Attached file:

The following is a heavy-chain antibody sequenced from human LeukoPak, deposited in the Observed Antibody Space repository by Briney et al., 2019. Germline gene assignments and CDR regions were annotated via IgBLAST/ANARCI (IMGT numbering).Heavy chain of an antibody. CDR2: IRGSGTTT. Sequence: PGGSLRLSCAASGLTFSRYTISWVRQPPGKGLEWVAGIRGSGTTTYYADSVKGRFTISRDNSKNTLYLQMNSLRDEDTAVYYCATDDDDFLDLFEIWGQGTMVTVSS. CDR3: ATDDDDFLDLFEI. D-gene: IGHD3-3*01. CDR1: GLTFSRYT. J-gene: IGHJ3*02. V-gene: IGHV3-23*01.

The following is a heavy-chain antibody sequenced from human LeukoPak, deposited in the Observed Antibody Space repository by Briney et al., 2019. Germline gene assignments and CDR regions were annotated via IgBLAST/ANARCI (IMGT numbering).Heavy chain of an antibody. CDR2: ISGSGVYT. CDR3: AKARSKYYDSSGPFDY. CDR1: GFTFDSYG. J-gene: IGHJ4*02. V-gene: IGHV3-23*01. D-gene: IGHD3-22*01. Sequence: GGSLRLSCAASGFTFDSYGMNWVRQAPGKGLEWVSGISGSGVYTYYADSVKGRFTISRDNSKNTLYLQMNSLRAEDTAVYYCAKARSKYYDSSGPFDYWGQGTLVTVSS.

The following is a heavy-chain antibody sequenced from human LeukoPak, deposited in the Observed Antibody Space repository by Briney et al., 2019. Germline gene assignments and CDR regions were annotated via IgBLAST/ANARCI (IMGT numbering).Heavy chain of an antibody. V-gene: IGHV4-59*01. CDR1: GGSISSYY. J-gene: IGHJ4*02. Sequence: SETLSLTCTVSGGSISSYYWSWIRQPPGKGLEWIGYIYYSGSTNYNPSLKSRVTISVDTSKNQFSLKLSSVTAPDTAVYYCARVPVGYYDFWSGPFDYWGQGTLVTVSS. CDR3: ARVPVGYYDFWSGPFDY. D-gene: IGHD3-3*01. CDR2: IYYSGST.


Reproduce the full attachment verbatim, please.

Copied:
The following is a heavy-chain antibody sequenced from human LeukoPak, deposited in the Observed Antibody Space repository by Briney et al., 2019. Germline gene assignments and CDR regions were annotated via IgBLAST/ANARCI (IMGT numbering).Heavy chain of an antibody. CDR2: IRGSGTTT. Sequence: PGGSLRLSCAASGLTFSRYTISWVRQPPGKGLEWVAGIRGSGTTTYYADSVKGRFTISRDNSKNTLYLQMNSLRDEDTAVYYCATDDDDFLDLFEIWGQGTMVTVSS. CDR3: ATDDDDFLDLFEI. D-gene: IGHD3-3*01. CDR1: GLTFSRYT. J-gene: IGHJ3*02. V-gene: IGHV3-23*01.

The following is a heavy-chain antibody sequenced from human LeukoPak, deposited in the Observed Antibody Space repository by Briney et al., 2019. Germline gene assignments and CDR regions were annotated via IgBLAST/ANARCI (IMGT numbering).Heavy chain of an antibody. CDR2: ISGSGVYT. CDR3: AKARSKYYDSSGPFDY. CDR1: GFTFDSYG. J-gene: IGHJ4*02. V-gene: IGHV3-23*01. D-gene: IGHD3-22*01. Sequence: GGSLRLSCAASGFTFDSYGMNWVRQAPGKGLEWVSGISGSGVYTYYADSVKGRFTISRDNSKNTLYLQMNSLRAEDTAVYYCAKARSKYYDSSGPFDYWGQGTLVTVSS.

The following is a heavy-chain antibody sequenced from human LeukoPak, deposited in the Observed Antibody Space repository by Briney et al., 2019. Germline gene assignments and CDR regions were annotated via IgBLAST/ANARCI (IMGT numbering).Heavy chain of an antibody. V-gene: IGHV4-59*01. CDR1: GGSISSYY. J-gene: IGHJ4*02. Sequence: SETLSLTCTVSGGSISSYYWSWIRQPPGKGLEWIGYIYYSGSTNYNPSLKSRVTISVDTSKNQFSLKLSSVTAPDTAVYYCARVPVGYYDFWSGPFDYWGQGTLVTVSS. CDR3: ARVPVGYYDFWSGPFDY. D-gene: IGHD3-3*01. CDR2: IYYSGST.